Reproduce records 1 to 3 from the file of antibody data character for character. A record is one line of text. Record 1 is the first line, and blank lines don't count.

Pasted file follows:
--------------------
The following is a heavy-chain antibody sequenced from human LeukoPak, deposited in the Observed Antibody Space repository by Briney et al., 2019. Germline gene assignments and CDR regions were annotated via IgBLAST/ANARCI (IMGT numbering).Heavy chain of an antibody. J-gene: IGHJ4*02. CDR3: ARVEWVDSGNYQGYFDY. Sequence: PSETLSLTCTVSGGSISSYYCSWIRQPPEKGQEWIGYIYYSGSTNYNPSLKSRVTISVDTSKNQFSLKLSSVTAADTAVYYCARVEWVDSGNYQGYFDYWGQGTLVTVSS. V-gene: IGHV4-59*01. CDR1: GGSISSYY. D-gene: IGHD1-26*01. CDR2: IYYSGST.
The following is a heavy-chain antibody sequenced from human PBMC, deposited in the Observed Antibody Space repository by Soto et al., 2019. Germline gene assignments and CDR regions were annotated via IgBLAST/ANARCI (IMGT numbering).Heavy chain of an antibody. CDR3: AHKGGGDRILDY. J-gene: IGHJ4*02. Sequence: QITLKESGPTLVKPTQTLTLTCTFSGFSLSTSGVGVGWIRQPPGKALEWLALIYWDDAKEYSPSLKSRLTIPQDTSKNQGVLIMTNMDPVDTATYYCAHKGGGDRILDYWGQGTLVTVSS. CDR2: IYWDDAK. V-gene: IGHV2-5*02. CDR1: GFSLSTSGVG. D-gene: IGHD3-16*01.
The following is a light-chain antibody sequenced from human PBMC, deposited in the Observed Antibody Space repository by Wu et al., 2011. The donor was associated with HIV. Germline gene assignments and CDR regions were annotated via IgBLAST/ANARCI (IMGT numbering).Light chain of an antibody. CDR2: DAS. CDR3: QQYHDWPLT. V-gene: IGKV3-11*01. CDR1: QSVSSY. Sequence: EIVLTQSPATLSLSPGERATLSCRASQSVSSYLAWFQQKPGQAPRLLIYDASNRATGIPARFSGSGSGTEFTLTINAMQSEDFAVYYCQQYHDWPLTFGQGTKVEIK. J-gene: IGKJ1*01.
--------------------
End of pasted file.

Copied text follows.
The following is a heavy-chain antibody sequenced from human LeukoPak, deposited in the Observed Antibody Space repository by Briney et al., 2019. Germline gene assignments and CDR regions were annotated via IgBLAST/ANARCI (IMGT numbering).Heavy chain of an antibody. J-gene: IGHJ4*02. CDR3: ARVEWVDSGNYQGYFDY. Sequence: PSETLSLTCTVSGGSISSYYCSWIRQPPEKGQEWIGYIYYSGSTNYNPSLKSRVTISVDTSKNQFSLKLSSVTAADTAVYYCARVEWVDSGNYQGYFDYWGQGTLVTVSS. V-gene: IGHV4-59*01. CDR1: GGSISSYY. D-gene: IGHD1-26*01. CDR2: IYYSGST.
The following is a heavy-chain antibody sequenced from human PBMC, deposited in the Observed Antibody Space repository by Soto et al., 2019. Germline gene assignments and CDR regions were annotated via IgBLAST/ANARCI (IMGT numbering).Heavy chain of an antibody. CDR3: AHKGGGDRILDY. J-gene: IGHJ4*02. Sequence: QITLKESGPTLVKPTQTLTLTCTFSGFSLSTSGVGVGWIRQPPGKALEWLALIYWDDAKEYSPSLKSRLTIPQDTSKNQGVLIMTNMDPVDTATYYCAHKGGGDRILDYWGQGTLVTVSS. CDR2: IYWDDAK. V-gene: IGHV2-5*02. CDR1: GFSLSTSGVG. D-gene: IGHD3-16*01.
The following is a light-chain antibody sequenced from human PBMC, deposited in the Observed Antibody Space repository by Wu et al., 2011. The donor was associated with HIV. Germline gene assignments and CDR regions were annotated via IgBLAST/ANARCI (IMGT numbering).Light chain of an antibody. CDR2: DAS. CDR3: QQYHDWPLT. V-gene: IGKV3-11*01. CDR1: QSVSSY. Sequence: EIVLTQSPATLSLSPGERATLSCRASQSVSSYLAWFQQKPGQAPRLLIYDASNRATGIPARFSGSGSGTEFTLTINAMQSEDFAVYYCQQYHDWPLTFGQGTKVEIK. J-gene: IGKJ1*01.